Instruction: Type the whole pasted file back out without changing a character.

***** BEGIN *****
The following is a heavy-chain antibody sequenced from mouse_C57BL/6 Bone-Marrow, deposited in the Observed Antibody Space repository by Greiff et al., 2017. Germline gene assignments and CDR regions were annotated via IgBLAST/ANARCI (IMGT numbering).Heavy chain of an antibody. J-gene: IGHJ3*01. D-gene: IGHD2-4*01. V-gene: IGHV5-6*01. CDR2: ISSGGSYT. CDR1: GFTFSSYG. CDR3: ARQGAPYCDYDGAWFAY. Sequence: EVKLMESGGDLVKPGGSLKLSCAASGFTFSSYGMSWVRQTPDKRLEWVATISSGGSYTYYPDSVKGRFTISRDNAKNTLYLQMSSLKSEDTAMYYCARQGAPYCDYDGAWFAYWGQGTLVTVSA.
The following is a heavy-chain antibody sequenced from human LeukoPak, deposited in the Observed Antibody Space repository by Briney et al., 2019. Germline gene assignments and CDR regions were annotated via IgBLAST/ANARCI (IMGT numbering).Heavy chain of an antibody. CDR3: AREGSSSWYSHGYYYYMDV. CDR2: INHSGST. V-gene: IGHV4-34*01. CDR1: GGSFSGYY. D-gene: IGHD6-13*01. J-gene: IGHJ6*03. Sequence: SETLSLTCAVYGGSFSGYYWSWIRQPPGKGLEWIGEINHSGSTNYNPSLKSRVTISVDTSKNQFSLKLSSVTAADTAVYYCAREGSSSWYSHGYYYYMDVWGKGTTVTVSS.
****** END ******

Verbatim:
The following is a heavy-chain antibody sequenced from mouse_C57BL/6 Bone-Marrow, deposited in the Observed Antibody Space repository by Greiff et al., 2017. Germline gene assignments and CDR regions were annotated via IgBLAST/ANARCI (IMGT numbering).Heavy chain of an antibody. J-gene: IGHJ3*01. D-gene: IGHD2-4*01. V-gene: IGHV5-6*01. CDR2: ISSGGSYT. CDR1: GFTFSSYG. CDR3: ARQGAPYCDYDGAWFAY. Sequence: EVKLMESGGDLVKPGGSLKLSCAASGFTFSSYGMSWVRQTPDKRLEWVATISSGGSYTYYPDSVKGRFTISRDNAKNTLYLQMSSLKSEDTAMYYCARQGAPYCDYDGAWFAYWGQGTLVTVSA.
The following is a heavy-chain antibody sequenced from human LeukoPak, deposited in the Observed Antibody Space repository by Briney et al., 2019. Germline gene assignments and CDR regions were annotated via IgBLAST/ANARCI (IMGT numbering).Heavy chain of an antibody. CDR3: AREGSSSWYSHGYYYYMDV. CDR2: INHSGST. V-gene: IGHV4-34*01. CDR1: GGSFSGYY. D-gene: IGHD6-13*01. J-gene: IGHJ6*03. Sequence: SETLSLTCAVYGGSFSGYYWSWIRQPPGKGLEWIGEINHSGSTNYNPSLKSRVTISVDTSKNQFSLKLSSVTAADTAVYYCAREGSSSWYSHGYYYYMDVWGKGTTVTVSS.